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April 30, 2020

Iso challenge: Cook this high-roller spaghetti sauce from Duncan Welgemoed

The recipe’s 31-item ingredients list includes five kinds of meat and requires a flush bank account but sounds delicious.


With news overnight that Duncan Welgemoed has sent his long-time-coming Africola cook book off to the printers (available via Amazon at some time in the future), we remembered we had this recipe kicking around – a hangover from “what could have been” Tasting Australia – put forward by the much esteemed chef.

Shortly after Tasting Australia announced the postponement of its 2020 event, CityMag reached out to the festival to see how we could keep people in touch with the program while a new date is sought.

We mention this as forewarning. The recipe we received – Duncan Welgemoed’s Spaghetti Meat Sauce – was given to us before the full economic impact of the coronavirus was known.

And it is a doozy.

The recipe list is exorbitant, decadent, and, needless to say, expensive – but, if you’re lucky enough to have gainful employment and to be living without fear for your economic future, this is the dish for you.

For the rest of us, we live in aspiration.

See the recipe below, with a brief introduction from Duncan.


Duncan Welgemoed’s Spaghetti Meat Sauce

 This is an excellent recipe to cook for the family during this time of social distancing.

Even if you’ve somehow avoided reproducing, I would recommend you cook the entire recipe for yourself and eat it while watching Goodfellas, knowing the cholesterol in this dish is more dangerous than any virus.

Buon appetito! 🙂


Ingredients (Serves 6)

– 1 tablespoon lard or beef drippings
– 50g pancetta
– diced 2 onions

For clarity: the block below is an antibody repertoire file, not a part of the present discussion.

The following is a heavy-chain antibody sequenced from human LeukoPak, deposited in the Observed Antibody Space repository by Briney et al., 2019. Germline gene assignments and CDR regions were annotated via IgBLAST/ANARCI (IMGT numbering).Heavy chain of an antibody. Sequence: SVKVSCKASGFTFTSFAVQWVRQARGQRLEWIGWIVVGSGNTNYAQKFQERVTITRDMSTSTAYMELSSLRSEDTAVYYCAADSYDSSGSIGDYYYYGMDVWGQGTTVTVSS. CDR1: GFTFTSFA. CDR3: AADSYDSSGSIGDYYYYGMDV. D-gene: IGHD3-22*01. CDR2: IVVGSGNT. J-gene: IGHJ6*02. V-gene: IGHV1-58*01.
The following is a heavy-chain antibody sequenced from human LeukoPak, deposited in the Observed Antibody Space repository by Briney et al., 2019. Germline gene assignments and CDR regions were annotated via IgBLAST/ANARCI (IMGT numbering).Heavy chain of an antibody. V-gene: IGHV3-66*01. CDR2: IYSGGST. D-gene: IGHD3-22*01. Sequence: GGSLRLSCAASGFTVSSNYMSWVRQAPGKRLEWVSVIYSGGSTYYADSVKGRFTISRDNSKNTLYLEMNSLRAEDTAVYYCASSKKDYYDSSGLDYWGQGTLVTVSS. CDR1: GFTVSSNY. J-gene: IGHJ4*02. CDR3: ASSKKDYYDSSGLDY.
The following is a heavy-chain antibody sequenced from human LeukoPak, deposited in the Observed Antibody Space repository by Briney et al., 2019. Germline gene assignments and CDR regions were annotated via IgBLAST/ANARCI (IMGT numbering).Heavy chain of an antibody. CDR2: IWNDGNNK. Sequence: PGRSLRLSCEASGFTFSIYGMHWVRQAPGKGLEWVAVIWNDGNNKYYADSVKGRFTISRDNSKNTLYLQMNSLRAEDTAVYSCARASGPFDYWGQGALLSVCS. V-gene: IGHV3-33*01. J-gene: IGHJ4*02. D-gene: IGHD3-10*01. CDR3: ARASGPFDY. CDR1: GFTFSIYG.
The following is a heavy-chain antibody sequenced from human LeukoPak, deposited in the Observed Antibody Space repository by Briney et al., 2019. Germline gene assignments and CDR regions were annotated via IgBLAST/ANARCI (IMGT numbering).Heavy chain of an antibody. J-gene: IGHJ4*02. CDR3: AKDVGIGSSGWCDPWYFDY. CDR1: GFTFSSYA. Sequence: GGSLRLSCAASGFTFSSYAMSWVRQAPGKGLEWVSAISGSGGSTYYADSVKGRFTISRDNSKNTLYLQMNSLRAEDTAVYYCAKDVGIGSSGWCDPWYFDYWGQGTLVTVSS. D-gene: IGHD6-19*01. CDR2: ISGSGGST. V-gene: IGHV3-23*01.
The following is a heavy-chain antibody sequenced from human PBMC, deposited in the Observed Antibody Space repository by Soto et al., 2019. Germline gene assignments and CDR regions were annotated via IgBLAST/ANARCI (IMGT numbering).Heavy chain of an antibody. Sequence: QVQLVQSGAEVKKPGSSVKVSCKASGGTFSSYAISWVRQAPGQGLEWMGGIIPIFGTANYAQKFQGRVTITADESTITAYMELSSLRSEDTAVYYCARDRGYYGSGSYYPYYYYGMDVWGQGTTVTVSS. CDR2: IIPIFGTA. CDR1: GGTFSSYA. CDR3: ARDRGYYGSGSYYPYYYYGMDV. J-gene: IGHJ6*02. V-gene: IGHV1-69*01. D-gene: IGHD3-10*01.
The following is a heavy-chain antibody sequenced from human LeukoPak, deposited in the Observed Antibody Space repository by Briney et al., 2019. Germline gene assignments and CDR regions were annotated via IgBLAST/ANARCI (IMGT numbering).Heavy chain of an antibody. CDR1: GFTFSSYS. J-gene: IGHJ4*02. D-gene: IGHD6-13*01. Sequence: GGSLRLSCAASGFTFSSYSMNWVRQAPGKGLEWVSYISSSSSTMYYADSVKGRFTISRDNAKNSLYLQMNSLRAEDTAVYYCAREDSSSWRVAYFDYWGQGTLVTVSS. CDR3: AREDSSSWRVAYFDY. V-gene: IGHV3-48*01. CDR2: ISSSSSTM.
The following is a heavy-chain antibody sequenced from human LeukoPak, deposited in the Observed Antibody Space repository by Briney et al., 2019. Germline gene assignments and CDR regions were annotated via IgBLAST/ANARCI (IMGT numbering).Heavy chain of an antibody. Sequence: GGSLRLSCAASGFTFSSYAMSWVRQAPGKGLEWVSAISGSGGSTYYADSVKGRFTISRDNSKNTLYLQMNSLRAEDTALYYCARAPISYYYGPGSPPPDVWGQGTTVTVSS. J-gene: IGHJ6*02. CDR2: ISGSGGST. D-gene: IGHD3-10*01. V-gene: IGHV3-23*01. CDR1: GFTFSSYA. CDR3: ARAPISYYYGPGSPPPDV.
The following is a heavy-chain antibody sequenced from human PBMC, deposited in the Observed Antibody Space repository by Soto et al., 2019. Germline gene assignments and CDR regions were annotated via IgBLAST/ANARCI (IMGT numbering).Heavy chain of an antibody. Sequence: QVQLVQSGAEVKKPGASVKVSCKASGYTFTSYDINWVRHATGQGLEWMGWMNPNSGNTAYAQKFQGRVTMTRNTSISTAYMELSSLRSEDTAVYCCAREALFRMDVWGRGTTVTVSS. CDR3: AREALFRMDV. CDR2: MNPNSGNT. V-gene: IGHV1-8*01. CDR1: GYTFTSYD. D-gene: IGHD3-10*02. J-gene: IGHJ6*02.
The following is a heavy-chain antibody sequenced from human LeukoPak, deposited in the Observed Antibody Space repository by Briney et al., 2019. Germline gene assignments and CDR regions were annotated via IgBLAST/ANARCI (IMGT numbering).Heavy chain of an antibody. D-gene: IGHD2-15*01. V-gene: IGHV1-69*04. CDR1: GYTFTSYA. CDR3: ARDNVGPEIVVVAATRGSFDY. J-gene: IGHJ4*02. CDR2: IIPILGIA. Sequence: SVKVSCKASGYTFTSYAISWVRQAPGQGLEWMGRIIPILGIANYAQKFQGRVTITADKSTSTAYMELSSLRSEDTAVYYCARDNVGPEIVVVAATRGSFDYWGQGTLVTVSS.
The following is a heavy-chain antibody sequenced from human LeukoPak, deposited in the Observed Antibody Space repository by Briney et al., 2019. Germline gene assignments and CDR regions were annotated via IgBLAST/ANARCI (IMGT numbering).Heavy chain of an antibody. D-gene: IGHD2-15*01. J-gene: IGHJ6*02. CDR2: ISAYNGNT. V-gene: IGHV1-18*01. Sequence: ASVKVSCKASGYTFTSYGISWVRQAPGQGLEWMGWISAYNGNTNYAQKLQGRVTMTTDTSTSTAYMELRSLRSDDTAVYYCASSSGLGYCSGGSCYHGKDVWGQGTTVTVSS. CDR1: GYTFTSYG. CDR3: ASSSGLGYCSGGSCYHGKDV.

– chopped 2 carrots
– finely diced Half-a-stick celery
– finely diced 3 tablespoons garlic, sliced with a razor blade so it liquefies in the pan
– 1 tablespoon kosher salt
– ½ teaspoon ground black pepper
– 2 bay leaves
– Pinch of saffron
– 1 bunch fresh basil leaves, torn
– 2 teaspoon thyme
– 1 teaspoon oregano
– 1 teaspoon marjoram
– 1 teaspoon ground cinnamon
– 1 teaspoon ground nutmeg
– 250g minced beef
– 250g minced pork
– 250g minced veal
– 2 sweet Italian sausages (hot) (removed from its casing)
– 6 osso bucco (marrow scraped out)
– 4 tablespoons tomato paste
– 1 glass red wine (Shiraz)
– 2 cans plum tomatoes with juice
– 250mL beef stock
– 100mL heavy cream
– 2 tablespoons unsalted butter
– 3 tablespoons flat leaf parsley, chopped
– 1 packet of spaghetti
– 100g freshly grated Parmesan
– 100g freshly grated Pecorino



1. In a large pot, heat the lard over medium-to-high heat. Add the pancetta and cook, stirring until browned and the fat is rendered for four to five minutes.

2. Add the onions, carrots and celery and cook, stirring until soft for four to five minutes. Add the garlic, salt, pepper, bay leaves, saffron, basil, thyme, oregano, marjoram, cinnamon, nutmeg and cook, stirring for 30 seconds. Add the mince in batches and the sausage. Cook, stirring until no longer pink, for about five minutes or until slightly caramelised, and then add the marrow.

3. Add two tablespoons of the tomato paste and cook, stirring for three to five minutes. Add wine and cook, stirring, to deglaze the pan and remove any browned bits sticking to the bottom of the pan, until half of the liquid is reduced (about two minutes).

4. Add the plum tomatoes with their juices, the remaining tomato paste and beef stock and bring to a boil. Reduce heat to medium-low and simmer, stirring occasionally to prevent sauce from sticking to the bottom of the pan, until thickened, about three hours. If the sauce is looking a little dry, top up with more stock otherwise your guests might make you sleep with the fishes if the sauce catches.

5. Add cream, butter and parsley, and stir well; simmer for two minutes. Adjust the seasoning, to taste. Remove from heat and cover to keep warm until ready to serve. Alternatively, hide in the kitchen, grab fresh bread and start working your way through the fat that settles on the top of the sauce. It’s so delicious.

6. Meanwhile, bring salted water to boil in a large soup pot. Add the pasta and return the water to a low boil. Cook, stirring occasionally to prevent the noodles from sticking, until al dente (eight to 10 minutes). Drain in a colander.

7. I don’t need to explain what happens next: serve the food, eat.


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